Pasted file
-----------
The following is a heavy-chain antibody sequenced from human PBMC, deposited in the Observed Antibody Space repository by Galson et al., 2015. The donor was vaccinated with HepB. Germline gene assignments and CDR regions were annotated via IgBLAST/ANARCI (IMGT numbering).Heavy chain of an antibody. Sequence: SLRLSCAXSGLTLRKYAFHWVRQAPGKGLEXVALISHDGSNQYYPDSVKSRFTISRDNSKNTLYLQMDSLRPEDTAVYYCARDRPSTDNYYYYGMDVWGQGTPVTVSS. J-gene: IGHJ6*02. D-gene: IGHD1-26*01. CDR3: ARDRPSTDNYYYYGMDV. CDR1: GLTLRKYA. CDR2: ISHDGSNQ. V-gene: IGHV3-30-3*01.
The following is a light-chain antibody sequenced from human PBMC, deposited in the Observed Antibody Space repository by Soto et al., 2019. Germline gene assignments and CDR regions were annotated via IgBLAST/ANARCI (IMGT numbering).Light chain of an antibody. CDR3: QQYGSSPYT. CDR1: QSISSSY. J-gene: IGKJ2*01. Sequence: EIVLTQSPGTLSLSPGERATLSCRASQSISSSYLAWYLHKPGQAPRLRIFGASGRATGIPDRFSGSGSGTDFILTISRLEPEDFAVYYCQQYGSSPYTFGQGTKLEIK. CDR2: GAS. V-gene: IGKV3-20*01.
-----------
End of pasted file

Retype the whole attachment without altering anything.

The following is a heavy-chain antibody sequenced from human PBMC, deposited in the Observed Antibody Space repository by Galson et al., 2015. The donor was vaccinated with HepB. Germline gene assignments and CDR regions were annotated via IgBLAST/ANARCI (IMGT numbering).Heavy chain of an antibody. Sequence: SLRLSCAXSGLTLRKYAFHWVRQAPGKGLEXVALISHDGSNQYYPDSVKSRFTISRDNSKNTLYLQMDSLRPEDTAVYYCARDRPSTDNYYYYGMDVWGQGTPVTVSS. J-gene: IGHJ6*02. D-gene: IGHD1-26*01. CDR3: ARDRPSTDNYYYYGMDV. CDR1: GLTLRKYA. CDR2: ISHDGSNQ. V-gene: IGHV3-30-3*01.
The following is a light-chain antibody sequenced from human PBMC, deposited in the Observed Antibody Space repository by Soto et al., 2019. Germline gene assignments and CDR regions were annotated via IgBLAST/ANARCI (IMGT numbering).Light chain of an antibody. CDR3: QQYGSSPYT. CDR1: QSISSSY. J-gene: IGKJ2*01. Sequence: EIVLTQSPGTLSLSPGERATLSCRASQSISSSYLAWYLHKPGQAPRLRIFGASGRATGIPDRFSGSGSGTDFILTISRLEPEDFAVYYCQQYGSSPYTFGQGTKLEIK. CDR2: GAS. V-gene: IGKV3-20*01.